The second is the cynical view. It may be true that some people who believe themselves to see the future are delusional, and that some are charlatans claiming to be true believers. However, the knowledge that this is a possibility should not be transferred into an absolute, and delusions are only delusional if evidence exists to the contrary; it is possible that someone believes themselves to have seen the future but has no evidence to the contrary and therefore is perfectly logical in their beliefs, which doesn’t meet the standards for a delusion. In our enlightenment we would frown on this, but I still think that it’s possible.
Carl Jung recounts an event where he was waiting for a book on alchemy and he saw symbols from the book in his dreams before it arrived. He claims to have had no prior exposure to these symbols, and that on multiple occasions similar events occurred.
Now, I’m not a believer in the paranormal (see my skeptical position above), and I don’t think that Jung is necessarily much of one either (though he certainly is a little New-Agey at times), but I think that this is perhaps an example of an intersection of psychological elements.
If we go on the theory that consciousness is a black box; it takes stimuli that are not necessarily known and produces results that may not actually resemble the original stimuli, things that are perceived in dreams may actually be capable of coming true in real life. The memory and perception of the dream will then switch over to match the phenomena as it is observed in consciousness (altered memory being irreversible and effectively as good as the stimulus being altered), or the stimulus will be altered to match the subconscious perceptions from dreams.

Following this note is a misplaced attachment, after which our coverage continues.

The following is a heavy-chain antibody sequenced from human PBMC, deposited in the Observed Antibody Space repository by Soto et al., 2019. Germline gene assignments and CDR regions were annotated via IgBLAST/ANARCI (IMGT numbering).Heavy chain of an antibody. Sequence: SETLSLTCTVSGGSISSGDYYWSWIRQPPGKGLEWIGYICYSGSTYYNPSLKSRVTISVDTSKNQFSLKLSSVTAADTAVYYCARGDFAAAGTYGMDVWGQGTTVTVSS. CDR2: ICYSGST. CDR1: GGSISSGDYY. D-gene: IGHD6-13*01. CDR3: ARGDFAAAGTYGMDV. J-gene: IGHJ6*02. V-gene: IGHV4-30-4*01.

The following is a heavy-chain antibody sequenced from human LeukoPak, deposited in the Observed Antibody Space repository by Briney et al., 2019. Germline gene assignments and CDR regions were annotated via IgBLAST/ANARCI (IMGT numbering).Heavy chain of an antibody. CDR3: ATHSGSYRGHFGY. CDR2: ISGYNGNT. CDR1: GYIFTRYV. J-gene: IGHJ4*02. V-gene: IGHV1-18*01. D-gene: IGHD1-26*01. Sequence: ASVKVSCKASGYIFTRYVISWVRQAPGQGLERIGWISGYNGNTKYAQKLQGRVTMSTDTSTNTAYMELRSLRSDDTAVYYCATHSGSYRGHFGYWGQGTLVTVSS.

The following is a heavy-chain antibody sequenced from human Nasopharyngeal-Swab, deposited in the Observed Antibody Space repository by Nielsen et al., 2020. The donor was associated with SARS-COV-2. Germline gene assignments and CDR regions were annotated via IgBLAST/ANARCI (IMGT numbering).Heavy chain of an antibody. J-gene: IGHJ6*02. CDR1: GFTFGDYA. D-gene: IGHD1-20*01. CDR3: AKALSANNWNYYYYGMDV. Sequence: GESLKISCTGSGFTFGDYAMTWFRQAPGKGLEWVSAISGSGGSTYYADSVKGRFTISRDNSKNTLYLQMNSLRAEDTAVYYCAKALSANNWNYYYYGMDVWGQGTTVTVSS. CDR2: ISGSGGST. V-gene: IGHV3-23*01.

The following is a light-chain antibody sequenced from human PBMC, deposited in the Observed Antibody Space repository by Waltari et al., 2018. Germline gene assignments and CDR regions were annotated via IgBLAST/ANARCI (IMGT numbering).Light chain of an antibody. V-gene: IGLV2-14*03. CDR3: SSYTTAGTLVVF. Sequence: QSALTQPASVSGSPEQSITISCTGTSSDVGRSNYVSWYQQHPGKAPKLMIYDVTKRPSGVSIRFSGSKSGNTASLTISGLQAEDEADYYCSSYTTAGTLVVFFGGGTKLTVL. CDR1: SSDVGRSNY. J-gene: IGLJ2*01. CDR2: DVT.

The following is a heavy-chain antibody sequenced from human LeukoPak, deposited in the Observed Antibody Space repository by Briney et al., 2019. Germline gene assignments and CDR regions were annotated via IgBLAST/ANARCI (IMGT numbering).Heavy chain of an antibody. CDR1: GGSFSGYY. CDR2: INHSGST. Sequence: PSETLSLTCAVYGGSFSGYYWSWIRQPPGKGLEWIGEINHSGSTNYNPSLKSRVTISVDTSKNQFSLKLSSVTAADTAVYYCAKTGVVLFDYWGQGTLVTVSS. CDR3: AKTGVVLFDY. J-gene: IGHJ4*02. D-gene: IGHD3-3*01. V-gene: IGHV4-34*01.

This could be disproven by a number of tests, like the transfer of one of these dream stimuli to a concrete form before the actual event that the dreamer claims occurred in their dreams before it happened in reality, but I have never seen a credible example of this in my readings or studies. Esoteric accounts, like those cited by the people who claim that Nostradamus had prophetic visions, are unconvincing to me because they do not withstand Occam’s razor.
The problem with this is that the accurate representation of something within a dream that would be satisfactory as a proper proof of precognition would be too difficult for most people to execute. If we could actually see into dreams it would become a trivial thing to prove, but this is subject to the other issues with consciousness.
Another issue is that the brain is a prediction engine. Dreams can predict something without having absolute foreknowledge of the future; if you know that someone is sick, you may dream of their death without being certain of it, but having enough evidence for an unconscious anxiety to become concrete and break into your psyche.
There’s also a chance that something that someone thinks they don’t know and have never been exposed to has actually crossed their path before; Jung had possibly witnessed some of the symbols of alchemy in art or literature before he had actually received the book, and had dreamed of unfamiliar symbols that he subconsciously knew to be related to alchemy, which just so happened to also be within the contents of the book.
In the end, I suppose it doesn’t matter in practice (this is the answer to most philosophical questions), but it sure is a fascinating point of study.
In any case, I think that Oscar Wilde is making a point about consciousness being a great mystery, I agree with him entirely, and I can certainly ramble and lose track of my point quite a bit.
Don’t take observations for granted.
Don’t worry about what lies behind the veil, take in what I see and understand that.
Stay curious, but don’t let it get in the way of my life.